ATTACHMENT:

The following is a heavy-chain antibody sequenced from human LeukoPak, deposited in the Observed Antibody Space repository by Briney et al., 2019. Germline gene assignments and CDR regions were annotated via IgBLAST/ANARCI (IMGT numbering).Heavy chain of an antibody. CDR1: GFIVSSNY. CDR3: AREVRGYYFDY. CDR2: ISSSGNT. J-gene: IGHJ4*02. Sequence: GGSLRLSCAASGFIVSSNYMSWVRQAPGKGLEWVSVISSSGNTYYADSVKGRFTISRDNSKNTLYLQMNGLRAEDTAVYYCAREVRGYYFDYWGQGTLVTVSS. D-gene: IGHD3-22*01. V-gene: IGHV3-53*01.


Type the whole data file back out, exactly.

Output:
The following is a heavy-chain antibody sequenced from human LeukoPak, deposited in the Observed Antibody Space repository by Briney et al., 2019. Germline gene assignments and CDR regions were annotated via IgBLAST/ANARCI (IMGT numbering).Heavy chain of an antibody. CDR1: GFIVSSNY. CDR3: AREVRGYYFDY. CDR2: ISSSGNT. J-gene: IGHJ4*02. Sequence: GGSLRLSCAASGFIVSSNYMSWVRQAPGKGLEWVSVISSSGNTYYADSVKGRFTISRDNSKNTLYLQMNGLRAEDTAVYYCAREVRGYYFDYWGQGTLVTVSS. D-gene: IGHD3-22*01. V-gene: IGHV3-53*01.